paper dolls in someone's hands

Troubled evaluations

By Dan Corry 10 November 2016

Evidence isn’t ‘nice’, but it’s necessary

At NPC, we spend a lot of our time telling charities and philanthropic funders to try to take care when putting together programmes and allocating resources. Think hard about what you are doing through a theory of change, we say. Look and see what works elsewhere. Give it a go on a small scale to start with. Do a really good evaluation of its effectiveness before you scale up. Choose sensible metrics.

There is sometimes resistance to this ‘common sense’ advice in a charity sector that deep-down believes you do good because you ‘feel it’ in your heart, and you know you have done good when you see the smile of the person you are working with. The rest is often seen as mumbo-jumbo from bean counters like us!

We need government to lead by example, but it hasn’t

You can imagine, then, how much harder it is to preach this message when the government pushes upon us all a programme that it did not think fully through, did not pilot, did not listen to constructive criticism about and then set metrics for and incentives around which were almost guaranteed not to work. I’m talking, of course, about the Troubled Families Programme (TFP).

Even when the evaluation by respected economists at the National Institute of Economic and Social Research (NIESR) concluded ‘we were unable to find consistent evidence that the programme had any significant or systematic effect’, the government response so far is to simply deny it. In this case, it was not just a small charity not quite ‘getting it’ due to lack of capacity or expertise, but the government shelling out hundreds of millions of pounds to little avail.

You don’t make a difference through wishful thinking

The model in question has a lot going for it. TFP was an attempt to focus on families and at last help them holistically. A welcome part of this was setting up incentives that get public sector agencies and other bodies—including non-profits—to work together, and with the family, rather than each working through their own silo (the latter option causing chaos for the families and inefficient use of public money).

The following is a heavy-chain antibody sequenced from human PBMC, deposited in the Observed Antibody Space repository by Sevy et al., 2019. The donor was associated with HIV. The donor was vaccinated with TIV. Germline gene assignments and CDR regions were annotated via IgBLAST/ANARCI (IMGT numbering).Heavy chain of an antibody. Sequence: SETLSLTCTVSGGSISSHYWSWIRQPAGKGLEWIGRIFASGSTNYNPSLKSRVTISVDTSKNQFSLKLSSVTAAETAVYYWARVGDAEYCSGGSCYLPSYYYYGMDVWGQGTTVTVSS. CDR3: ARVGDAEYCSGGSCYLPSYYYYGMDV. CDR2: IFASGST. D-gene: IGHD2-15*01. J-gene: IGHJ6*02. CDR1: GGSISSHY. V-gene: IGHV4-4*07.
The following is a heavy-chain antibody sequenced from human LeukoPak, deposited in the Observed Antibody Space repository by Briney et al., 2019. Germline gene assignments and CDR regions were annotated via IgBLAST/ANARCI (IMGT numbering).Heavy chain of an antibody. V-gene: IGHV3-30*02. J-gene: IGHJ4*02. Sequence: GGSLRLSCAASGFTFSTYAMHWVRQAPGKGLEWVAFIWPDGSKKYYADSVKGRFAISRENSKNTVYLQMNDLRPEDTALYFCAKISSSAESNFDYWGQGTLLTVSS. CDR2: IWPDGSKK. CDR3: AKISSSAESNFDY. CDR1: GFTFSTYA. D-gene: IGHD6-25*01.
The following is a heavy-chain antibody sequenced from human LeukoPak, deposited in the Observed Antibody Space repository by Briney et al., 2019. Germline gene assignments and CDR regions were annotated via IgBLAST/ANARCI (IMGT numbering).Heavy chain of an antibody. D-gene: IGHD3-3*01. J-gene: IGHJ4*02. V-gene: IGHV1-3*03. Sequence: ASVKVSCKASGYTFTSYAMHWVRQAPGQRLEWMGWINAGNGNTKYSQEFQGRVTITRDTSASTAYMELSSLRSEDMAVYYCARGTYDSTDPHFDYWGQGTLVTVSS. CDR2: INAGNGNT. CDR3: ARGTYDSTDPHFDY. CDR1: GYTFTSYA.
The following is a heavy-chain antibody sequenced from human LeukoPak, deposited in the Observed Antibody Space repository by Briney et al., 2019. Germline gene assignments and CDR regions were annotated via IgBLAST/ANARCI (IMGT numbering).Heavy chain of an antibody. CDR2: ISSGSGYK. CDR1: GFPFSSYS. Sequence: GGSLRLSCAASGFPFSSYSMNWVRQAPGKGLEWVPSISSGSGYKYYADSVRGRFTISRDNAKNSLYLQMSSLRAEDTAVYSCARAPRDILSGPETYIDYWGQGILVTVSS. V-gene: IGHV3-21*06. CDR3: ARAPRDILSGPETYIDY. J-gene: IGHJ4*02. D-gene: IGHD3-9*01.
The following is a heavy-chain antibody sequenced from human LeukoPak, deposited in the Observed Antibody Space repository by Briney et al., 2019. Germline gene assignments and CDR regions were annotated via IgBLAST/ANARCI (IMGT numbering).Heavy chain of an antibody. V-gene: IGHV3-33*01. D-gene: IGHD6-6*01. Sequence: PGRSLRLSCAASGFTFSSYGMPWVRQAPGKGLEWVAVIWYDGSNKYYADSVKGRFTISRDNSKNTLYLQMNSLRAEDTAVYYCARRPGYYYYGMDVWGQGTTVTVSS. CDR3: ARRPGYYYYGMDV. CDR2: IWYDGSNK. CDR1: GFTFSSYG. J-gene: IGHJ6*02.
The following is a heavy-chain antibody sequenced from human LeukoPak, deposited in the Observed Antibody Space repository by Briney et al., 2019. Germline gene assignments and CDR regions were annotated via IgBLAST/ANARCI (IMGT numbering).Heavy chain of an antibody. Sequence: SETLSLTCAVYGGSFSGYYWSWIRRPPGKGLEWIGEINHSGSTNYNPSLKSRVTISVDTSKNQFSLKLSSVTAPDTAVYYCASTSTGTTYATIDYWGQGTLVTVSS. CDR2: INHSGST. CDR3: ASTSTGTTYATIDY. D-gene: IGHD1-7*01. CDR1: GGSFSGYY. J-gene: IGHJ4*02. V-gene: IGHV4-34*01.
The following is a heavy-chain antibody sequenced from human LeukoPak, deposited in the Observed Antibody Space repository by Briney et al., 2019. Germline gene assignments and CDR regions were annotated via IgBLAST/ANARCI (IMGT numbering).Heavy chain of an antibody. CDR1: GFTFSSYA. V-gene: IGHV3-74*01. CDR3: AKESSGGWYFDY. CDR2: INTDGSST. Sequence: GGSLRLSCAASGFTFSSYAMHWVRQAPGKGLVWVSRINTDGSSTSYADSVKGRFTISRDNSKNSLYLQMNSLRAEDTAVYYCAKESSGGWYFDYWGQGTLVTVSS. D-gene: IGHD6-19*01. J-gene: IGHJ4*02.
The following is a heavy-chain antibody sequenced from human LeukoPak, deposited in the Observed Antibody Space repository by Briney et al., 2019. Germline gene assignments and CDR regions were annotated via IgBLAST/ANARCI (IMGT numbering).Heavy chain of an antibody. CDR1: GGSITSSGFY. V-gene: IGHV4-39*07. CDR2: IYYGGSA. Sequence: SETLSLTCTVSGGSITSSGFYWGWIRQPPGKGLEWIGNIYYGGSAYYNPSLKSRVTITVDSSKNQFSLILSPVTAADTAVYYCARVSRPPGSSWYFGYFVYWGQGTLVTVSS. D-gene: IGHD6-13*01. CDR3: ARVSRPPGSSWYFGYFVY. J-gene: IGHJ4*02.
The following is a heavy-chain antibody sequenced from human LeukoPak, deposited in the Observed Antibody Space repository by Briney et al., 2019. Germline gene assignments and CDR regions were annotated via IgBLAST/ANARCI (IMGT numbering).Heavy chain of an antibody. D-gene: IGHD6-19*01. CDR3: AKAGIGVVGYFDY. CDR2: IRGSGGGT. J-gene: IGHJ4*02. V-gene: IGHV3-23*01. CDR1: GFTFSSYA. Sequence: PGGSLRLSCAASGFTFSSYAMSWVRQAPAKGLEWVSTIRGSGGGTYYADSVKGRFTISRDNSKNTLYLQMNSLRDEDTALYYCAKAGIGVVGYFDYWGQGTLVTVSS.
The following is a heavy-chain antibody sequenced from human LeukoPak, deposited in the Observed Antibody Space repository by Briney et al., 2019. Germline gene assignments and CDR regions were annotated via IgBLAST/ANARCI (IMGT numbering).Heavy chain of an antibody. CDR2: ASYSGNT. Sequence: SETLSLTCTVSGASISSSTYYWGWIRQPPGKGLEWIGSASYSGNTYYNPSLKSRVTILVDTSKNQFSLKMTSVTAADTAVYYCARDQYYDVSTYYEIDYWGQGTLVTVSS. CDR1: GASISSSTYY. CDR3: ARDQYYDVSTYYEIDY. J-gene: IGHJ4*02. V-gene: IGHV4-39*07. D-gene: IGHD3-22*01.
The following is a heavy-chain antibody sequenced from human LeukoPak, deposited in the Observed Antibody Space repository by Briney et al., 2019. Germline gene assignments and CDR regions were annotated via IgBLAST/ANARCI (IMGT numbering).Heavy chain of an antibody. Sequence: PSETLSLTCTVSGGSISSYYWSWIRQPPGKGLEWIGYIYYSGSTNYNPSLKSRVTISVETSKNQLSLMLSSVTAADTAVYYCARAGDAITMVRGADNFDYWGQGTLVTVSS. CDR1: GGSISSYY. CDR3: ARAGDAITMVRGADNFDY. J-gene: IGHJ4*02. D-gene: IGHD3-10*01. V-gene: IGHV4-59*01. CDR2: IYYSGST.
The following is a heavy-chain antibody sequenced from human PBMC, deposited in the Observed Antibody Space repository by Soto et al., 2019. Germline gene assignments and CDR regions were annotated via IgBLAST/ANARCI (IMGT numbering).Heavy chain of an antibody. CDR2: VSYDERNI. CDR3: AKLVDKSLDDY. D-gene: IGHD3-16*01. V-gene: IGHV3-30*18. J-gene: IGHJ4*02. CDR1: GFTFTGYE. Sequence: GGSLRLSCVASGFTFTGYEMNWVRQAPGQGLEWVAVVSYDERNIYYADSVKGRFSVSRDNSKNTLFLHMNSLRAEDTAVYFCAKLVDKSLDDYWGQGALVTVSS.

Of course the TFP had always been criticised, but the promise it offered meant these were overlooked. Originally Tony Blair was presented with evidence suggesting that if risk factor analysis was used, it would reveal a relatively small number of families that, it could be argued, cause a great proportion of costs to the state—in terms of crime, health and so on. From then on the temptation to identify them and find a programme to ‘cure’ them became irresistible, both to Blair and then David Cameron, under whom the TFP was born. The search for success at all costs became the enemy of the scheme.

So what went wrong?

You can argue that equating these poor and disadvantaged families with those causing anti-social behaviour and crime was always a mistake. But it got worse when it was decided that a payment by results approach (PbR) would be used. Fine in principle, but as the National Audit Office pointed out, it is vital the payments reward the correct behaviour, otherwise we get distortions and game-playing.

With TFP, the metrics were about as wrong as could be. To receive payment, the local authority had only to hit a few of a set of targets with little evidence of the strength of its link to the ultimate outcomes desired. Naturally, it went for the easiest ones and made sure it delivered on them. And the government decided that if you hit these targets, then the family was deemed to have been ‘turned round’.

The craziness became apparent when government started claiming ridiculously high success percentages—and associated cost savings—which could not be true with a client group with such complex needs. This was pointed out at the time. It should not have been a surprise when the real evaluation spelled it out.

And what should we take away from this?

We must not conclude schemes like this are doomed. But we must insist that government, local authorities and other commissioners listen to evidence, get experts in (however much maligned they are post-Brexit) to think about getting PbR frameworks right and ensure they are rigorous in evaluation—including publishing and acting on independent evidence.

Many things in social policy are difficult and, as even TFP critic Jonathan Portes has pointed out, it’s expected that not everything will work. But it seems to me that government standards in the TFP came in below that of the much less well-funded and staffed charity sector. That cannot be right.

A version of this article was originally written for the MJ.